Where Should the Big Ten Go to Find Its 12th Team?

Brad MillerContributor IJanuary 13, 2010

ST. LOUIS, MO - SEPTEMBER 5: Danario Alexander #81 of the University of Missouri Tigers hauls in a pass against the University of Illinois Fighting Illini during the State Farm Arch Rivalry on September 5, 2009 at the Edward Jones Dome in St. Louis, Missouri.  The Tigers beat the Fighting Illini 37-9.  (Photo by Dilip Vishwanat/Getty Images)
Dilip Vishwanat/Getty Images

The Big Ten Conference announced it would like to add at least one additional member that fits the following criteria:

  • Strong academics and athletics that would bring something to the table. 
  • Can expand the reach of the conference and provide exposure to bigger markets.
  • A location that wouldn't be a logistic nightmare.
  • Willing to consider such a move.

Names like Rutgers, Syracuse, Notre Dame, Missouri, Cincinnati, Louisville, Pittsburgh, and Nebraska have been mentioned as possible schools.

After looking looking through the candidates listed about, though, I think that there is one candidate that would be a great fit more than the others.

Ladies and gentlemen...I present to you...the University of Missouri.

Why you so? Mainly, because the fit all of the criteria listed above. 

  • Mizzou has a strong academic program and has had it for quite some time. Effortless would be the transition into the Big Ten.
  • Adding Missouri the conference would add the St. Louis and Kansas City markets for TV exposure and recruiting.
  • Columbia is located about 250 miles from Iowa City and Champaign/Urbana, which is a quick four-hour drive and a short nap by plane. Columbia would not be much different of a trip for Penn State or Ohio State than a trip to see the Hawkeyes.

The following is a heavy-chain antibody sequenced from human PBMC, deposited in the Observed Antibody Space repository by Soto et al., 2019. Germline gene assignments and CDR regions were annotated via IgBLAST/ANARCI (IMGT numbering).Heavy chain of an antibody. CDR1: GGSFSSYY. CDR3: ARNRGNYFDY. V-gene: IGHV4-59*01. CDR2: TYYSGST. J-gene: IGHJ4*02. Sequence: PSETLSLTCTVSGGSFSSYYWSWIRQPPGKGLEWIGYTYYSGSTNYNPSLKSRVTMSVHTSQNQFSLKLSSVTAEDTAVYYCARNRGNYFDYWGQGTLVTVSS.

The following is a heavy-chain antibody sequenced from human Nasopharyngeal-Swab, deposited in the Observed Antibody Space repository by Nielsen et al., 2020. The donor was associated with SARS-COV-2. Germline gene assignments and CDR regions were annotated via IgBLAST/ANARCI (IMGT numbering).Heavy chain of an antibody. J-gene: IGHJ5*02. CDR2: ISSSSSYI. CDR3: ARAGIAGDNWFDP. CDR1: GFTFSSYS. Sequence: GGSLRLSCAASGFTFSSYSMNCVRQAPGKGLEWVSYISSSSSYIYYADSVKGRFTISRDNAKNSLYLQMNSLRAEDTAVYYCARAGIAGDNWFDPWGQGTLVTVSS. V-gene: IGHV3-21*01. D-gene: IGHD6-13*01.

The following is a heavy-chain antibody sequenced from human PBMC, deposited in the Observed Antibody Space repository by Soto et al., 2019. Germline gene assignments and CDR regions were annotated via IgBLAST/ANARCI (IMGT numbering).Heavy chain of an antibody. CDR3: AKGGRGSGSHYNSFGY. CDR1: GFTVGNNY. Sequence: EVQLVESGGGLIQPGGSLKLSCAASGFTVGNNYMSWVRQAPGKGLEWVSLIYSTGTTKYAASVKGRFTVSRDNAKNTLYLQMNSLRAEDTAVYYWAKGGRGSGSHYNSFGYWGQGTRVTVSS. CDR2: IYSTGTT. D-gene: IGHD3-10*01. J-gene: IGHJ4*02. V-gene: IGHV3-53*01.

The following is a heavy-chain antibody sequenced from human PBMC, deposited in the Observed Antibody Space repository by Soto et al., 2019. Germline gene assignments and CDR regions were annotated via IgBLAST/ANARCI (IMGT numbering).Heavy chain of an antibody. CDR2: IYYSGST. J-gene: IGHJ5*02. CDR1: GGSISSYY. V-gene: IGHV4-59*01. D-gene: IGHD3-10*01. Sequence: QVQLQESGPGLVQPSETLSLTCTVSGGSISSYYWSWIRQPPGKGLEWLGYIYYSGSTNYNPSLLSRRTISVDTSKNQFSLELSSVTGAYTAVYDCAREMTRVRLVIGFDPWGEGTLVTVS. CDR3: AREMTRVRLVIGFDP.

• Higher-ups at Missouri have already stated publicly that, if the Big Ten offered an invitation to join, they would listen to the proposal.

The Big Ten would also like to add a team to split the conference into two parts (like Big 12, ACC, SEC, etc.) and then hold a conference championship game between the top two schools. 

This would validate a true Big Ten champ as it pushes the Big Ten season (football-wise) into late November and claim some TV time that now is being used on other conferences' championship games. 

The Big Ten is missing out on a BOAT LOAD of cash by not having this game. It's all about money, people. Granted, the Big Ten revenue sharing would drop, but the TV exposure and conference championship games will offset that by far.

OK, so how would this work? Try this out. The conference would be divided into West and East regions:

West: Iowa, Minnesota, Illinois, Missouri, Wisconsin, and Northwestern

East: Penn State, Ohio State, Michigan, Michigan State, Indiana, and Purdue

Logistics-wise, it is a good fit for travelling. Rivalry-wise, Missouri has a rivalry with Illinois already and Iowa would be a another possibly strong candidate as well. So those would be preserved, and it keeps the Iowa/Minnesota/Wisconsin, Illinois/Northwestern/Iowa, Michigan/Michigan State/Ohio State, Ohio State/Penn State, Indiana/Purdue rivalries as well.

The other schools listed all have a few glaring shortcomings in the addition debate.

Notre Dame has declined already, and that's enough chances according to Jo Pa. Plus the Big Ten has those markets already.

Pittsburgh would be drawing from the same markets as Penn State. Nebraska is a possibility, but it would be a long haul from Penn State. Cincinnati and Louisville would be dipping too far south and would cause headaches getting there. Rutgers and Syracuse would be good to get into the New York market, but the school's academic standards are not the same as the Big Ten's, and a trip to NY would be a haul for the Hawks and Gophers.

There...I've done Commissioner Jim Delany's work for him. He just needs to send the invitation! Now, about the newly needed Big Ten (or whatever) logo...